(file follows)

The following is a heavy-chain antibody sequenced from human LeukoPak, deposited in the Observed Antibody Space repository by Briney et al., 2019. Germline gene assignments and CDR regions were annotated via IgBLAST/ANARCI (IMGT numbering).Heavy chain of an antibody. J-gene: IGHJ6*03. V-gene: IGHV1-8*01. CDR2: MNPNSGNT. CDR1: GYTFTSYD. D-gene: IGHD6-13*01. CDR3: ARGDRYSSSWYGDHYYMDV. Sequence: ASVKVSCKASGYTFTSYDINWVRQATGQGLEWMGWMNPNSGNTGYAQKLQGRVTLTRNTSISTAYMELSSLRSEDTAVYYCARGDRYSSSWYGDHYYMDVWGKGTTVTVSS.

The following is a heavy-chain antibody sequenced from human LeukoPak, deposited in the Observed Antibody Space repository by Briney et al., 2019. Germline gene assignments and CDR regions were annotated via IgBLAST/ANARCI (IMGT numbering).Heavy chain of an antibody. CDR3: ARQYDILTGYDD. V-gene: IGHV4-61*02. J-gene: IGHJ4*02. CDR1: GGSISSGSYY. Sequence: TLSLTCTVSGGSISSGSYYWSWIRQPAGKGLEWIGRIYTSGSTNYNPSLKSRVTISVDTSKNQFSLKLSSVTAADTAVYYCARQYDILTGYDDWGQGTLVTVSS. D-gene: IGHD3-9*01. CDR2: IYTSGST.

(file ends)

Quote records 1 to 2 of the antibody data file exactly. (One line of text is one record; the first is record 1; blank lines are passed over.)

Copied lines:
The following is a heavy-chain antibody sequenced from human LeukoPak, deposited in the Observed Antibody Space repository by Briney et al., 2019. Germline gene assignments and CDR regions were annotated via IgBLAST/ANARCI (IMGT numbering).Heavy chain of an antibody. J-gene: IGHJ6*03. V-gene: IGHV1-8*01. CDR2: MNPNSGNT. CDR1: GYTFTSYD. D-gene: IGHD6-13*01. CDR3: ARGDRYSSSWYGDHYYMDV. Sequence: ASVKVSCKASGYTFTSYDINWVRQATGQGLEWMGWMNPNSGNTGYAQKLQGRVTLTRNTSISTAYMELSSLRSEDTAVYYCARGDRYSSSWYGDHYYMDVWGKGTTVTVSS.

The following is a heavy-chain antibody sequenced from human LeukoPak, deposited in the Observed Antibody Space repository by Briney et al., 2019. Germline gene assignments and CDR regions were annotated via IgBLAST/ANARCI (IMGT numbering).Heavy chain of an antibody. CDR3: ARQYDILTGYDD. V-gene: IGHV4-61*02. J-gene: IGHJ4*02. CDR1: GGSISSGSYY. Sequence: TLSLTCTVSGGSISSGSYYWSWIRQPAGKGLEWIGRIYTSGSTNYNPSLKSRVTISVDTSKNQFSLKLSSVTAADTAVYYCARQYDILTGYDDWGQGTLVTVSS. D-gene: IGHD3-9*01. CDR2: IYTSGST.